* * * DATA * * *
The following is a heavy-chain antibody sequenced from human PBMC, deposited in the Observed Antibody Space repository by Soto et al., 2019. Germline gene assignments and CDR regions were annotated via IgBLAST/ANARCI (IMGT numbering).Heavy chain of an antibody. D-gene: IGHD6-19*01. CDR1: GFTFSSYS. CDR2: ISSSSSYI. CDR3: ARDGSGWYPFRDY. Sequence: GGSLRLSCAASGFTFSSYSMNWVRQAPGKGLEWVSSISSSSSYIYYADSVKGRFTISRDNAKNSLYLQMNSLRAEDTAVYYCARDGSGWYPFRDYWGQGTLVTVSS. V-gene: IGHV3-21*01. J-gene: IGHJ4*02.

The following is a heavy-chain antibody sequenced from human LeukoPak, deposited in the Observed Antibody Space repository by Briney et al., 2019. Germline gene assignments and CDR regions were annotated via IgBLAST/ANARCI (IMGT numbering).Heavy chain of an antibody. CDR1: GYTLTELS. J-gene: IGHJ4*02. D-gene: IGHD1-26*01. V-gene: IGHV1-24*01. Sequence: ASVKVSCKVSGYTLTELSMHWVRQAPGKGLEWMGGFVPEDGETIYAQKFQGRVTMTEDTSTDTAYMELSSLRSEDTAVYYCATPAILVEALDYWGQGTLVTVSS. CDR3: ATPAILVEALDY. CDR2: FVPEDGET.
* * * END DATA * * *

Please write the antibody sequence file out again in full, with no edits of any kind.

The following is a heavy-chain antibody sequenced from human PBMC, deposited in the Observed Antibody Space repository by Soto et al., 2019. Germline gene assignments and CDR regions were annotated via IgBLAST/ANARCI (IMGT numbering).Heavy chain of an antibody. D-gene: IGHD6-19*01. CDR1: GFTFSSYS. CDR2: ISSSSSYI. CDR3: ARDGSGWYPFRDY. Sequence: GGSLRLSCAASGFTFSSYSMNWVRQAPGKGLEWVSSISSSSSYIYYADSVKGRFTISRDNAKNSLYLQMNSLRAEDTAVYYCARDGSGWYPFRDYWGQGTLVTVSS. V-gene: IGHV3-21*01. J-gene: IGHJ4*02.

The following is a heavy-chain antibody sequenced from human LeukoPak, deposited in the Observed Antibody Space repository by Briney et al., 2019. Germline gene assignments and CDR regions were annotated via IgBLAST/ANARCI (IMGT numbering).Heavy chain of an antibody. CDR1: GYTLTELS. J-gene: IGHJ4*02. D-gene: IGHD1-26*01. V-gene: IGHV1-24*01. Sequence: ASVKVSCKVSGYTLTELSMHWVRQAPGKGLEWMGGFVPEDGETIYAQKFQGRVTMTEDTSTDTAYMELSSLRSEDTAVYYCATPAILVEALDYWGQGTLVTVSS. CDR3: ATPAILVEALDY. CDR2: FVPEDGET.